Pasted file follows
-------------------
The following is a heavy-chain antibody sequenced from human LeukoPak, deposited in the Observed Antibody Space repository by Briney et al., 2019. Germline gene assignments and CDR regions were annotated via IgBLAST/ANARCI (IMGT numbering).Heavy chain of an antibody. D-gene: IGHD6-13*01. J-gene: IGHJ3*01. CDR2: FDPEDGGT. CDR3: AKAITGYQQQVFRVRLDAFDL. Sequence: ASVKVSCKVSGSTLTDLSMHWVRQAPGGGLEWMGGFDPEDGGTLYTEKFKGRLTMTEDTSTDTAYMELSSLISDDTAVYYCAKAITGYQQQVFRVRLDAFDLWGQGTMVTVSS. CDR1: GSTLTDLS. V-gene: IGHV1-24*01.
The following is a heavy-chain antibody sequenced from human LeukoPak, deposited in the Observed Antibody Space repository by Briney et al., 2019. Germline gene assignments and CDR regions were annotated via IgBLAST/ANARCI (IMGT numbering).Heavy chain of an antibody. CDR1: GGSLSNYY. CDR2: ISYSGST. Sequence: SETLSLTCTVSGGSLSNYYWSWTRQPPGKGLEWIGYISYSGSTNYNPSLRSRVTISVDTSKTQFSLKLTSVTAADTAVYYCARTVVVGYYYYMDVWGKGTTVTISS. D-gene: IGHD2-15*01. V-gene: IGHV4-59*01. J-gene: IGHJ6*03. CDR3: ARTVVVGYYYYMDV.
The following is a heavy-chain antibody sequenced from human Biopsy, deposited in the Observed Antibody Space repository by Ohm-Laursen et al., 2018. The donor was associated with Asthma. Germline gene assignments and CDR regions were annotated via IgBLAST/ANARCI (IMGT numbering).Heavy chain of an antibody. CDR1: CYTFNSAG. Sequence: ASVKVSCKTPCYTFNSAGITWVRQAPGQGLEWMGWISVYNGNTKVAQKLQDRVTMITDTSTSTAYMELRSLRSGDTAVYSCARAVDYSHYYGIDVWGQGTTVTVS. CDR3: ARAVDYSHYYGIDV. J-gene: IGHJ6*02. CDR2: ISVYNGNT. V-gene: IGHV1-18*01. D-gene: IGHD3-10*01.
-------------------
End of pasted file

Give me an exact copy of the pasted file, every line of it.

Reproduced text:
The following is a heavy-chain antibody sequenced from human LeukoPak, deposited in the Observed Antibody Space repository by Briney et al., 2019. Germline gene assignments and CDR regions were annotated via IgBLAST/ANARCI (IMGT numbering).Heavy chain of an antibody. D-gene: IGHD6-13*01. J-gene: IGHJ3*01. CDR2: FDPEDGGT. CDR3: AKAITGYQQQVFRVRLDAFDL. Sequence: ASVKVSCKVSGSTLTDLSMHWVRQAPGGGLEWMGGFDPEDGGTLYTEKFKGRLTMTEDTSTDTAYMELSSLISDDTAVYYCAKAITGYQQQVFRVRLDAFDLWGQGTMVTVSS. CDR1: GSTLTDLS. V-gene: IGHV1-24*01.
The following is a heavy-chain antibody sequenced from human LeukoPak, deposited in the Observed Antibody Space repository by Briney et al., 2019. Germline gene assignments and CDR regions were annotated via IgBLAST/ANARCI (IMGT numbering).Heavy chain of an antibody. CDR1: GGSLSNYY. CDR2: ISYSGST. Sequence: SETLSLTCTVSGGSLSNYYWSWTRQPPGKGLEWIGYISYSGSTNYNPSLRSRVTISVDTSKTQFSLKLTSVTAADTAVYYCARTVVVGYYYYMDVWGKGTTVTISS. D-gene: IGHD2-15*01. V-gene: IGHV4-59*01. J-gene: IGHJ6*03. CDR3: ARTVVVGYYYYMDV.
The following is a heavy-chain antibody sequenced from human Biopsy, deposited in the Observed Antibody Space repository by Ohm-Laursen et al., 2018. The donor was associated with Asthma. Germline gene assignments and CDR regions were annotated via IgBLAST/ANARCI (IMGT numbering).Heavy chain of an antibody. CDR1: CYTFNSAG. Sequence: ASVKVSCKTPCYTFNSAGITWVRQAPGQGLEWMGWISVYNGNTKVAQKLQDRVTMITDTSTSTAYMELRSLRSGDTAVYSCARAVDYSHYYGIDVWGQGTTVTVS. CDR3: ARAVDYSHYYGIDV. J-gene: IGHJ6*02. CDR2: ISVYNGNT. V-gene: IGHV1-18*01. D-gene: IGHD3-10*01.